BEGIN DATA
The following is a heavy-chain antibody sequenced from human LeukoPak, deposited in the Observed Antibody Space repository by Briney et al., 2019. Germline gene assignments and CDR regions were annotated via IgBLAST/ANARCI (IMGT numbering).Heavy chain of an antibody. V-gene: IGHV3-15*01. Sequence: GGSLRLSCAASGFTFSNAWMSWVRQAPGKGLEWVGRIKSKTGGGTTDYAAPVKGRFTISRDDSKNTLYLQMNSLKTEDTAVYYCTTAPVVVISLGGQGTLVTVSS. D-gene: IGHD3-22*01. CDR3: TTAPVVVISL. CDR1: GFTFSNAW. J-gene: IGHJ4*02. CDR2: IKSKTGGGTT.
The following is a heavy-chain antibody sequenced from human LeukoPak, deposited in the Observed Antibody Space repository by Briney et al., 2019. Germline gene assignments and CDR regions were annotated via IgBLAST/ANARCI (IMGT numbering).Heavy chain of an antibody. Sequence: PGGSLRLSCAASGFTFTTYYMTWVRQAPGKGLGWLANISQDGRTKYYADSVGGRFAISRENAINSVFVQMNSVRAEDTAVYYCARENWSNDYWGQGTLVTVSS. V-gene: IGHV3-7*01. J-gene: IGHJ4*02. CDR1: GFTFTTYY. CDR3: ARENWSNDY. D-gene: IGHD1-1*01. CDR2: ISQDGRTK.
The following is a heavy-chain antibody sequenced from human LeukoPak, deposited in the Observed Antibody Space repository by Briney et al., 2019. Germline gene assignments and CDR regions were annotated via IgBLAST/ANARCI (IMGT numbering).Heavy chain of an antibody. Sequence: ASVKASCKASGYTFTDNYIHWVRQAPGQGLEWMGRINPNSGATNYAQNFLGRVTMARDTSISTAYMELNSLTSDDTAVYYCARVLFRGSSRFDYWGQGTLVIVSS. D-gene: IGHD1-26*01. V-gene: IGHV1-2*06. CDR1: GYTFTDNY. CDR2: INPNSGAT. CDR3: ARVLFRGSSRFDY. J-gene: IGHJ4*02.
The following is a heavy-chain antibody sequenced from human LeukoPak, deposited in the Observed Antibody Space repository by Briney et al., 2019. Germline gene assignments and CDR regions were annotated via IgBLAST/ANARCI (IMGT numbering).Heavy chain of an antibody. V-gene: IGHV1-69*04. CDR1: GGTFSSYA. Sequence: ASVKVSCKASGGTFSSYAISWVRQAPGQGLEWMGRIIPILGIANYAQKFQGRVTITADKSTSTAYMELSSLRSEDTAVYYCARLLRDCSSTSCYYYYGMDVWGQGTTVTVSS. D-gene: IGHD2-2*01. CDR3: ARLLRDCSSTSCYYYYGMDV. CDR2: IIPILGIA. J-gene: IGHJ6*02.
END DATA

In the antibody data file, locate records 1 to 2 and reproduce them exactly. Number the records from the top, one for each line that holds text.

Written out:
The following is a heavy-chain antibody sequenced from human LeukoPak, deposited in the Observed Antibody Space repository by Briney et al., 2019. Germline gene assignments and CDR regions were annotated via IgBLAST/ANARCI (IMGT numbering).Heavy chain of an antibody. V-gene: IGHV3-15*01. Sequence: GGSLRLSCAASGFTFSNAWMSWVRQAPGKGLEWVGRIKSKTGGGTTDYAAPVKGRFTISRDDSKNTLYLQMNSLKTEDTAVYYCTTAPVVVISLGGQGTLVTVSS. D-gene: IGHD3-22*01. CDR3: TTAPVVVISL. CDR1: GFTFSNAW. J-gene: IGHJ4*02. CDR2: IKSKTGGGTT.
The following is a heavy-chain antibody sequenced from human LeukoPak, deposited in the Observed Antibody Space repository by Briney et al., 2019. Germline gene assignments and CDR regions were annotated via IgBLAST/ANARCI (IMGT numbering).Heavy chain of an antibody. Sequence: PGGSLRLSCAASGFTFTTYYMTWVRQAPGKGLGWLANISQDGRTKYYADSVGGRFAISRENAINSVFVQMNSVRAEDTAVYYCARENWSNDYWGQGTLVTVSS. V-gene: IGHV3-7*01. J-gene: IGHJ4*02. CDR1: GFTFTTYY. CDR3: ARENWSNDY. D-gene: IGHD1-1*01. CDR2: ISQDGRTK.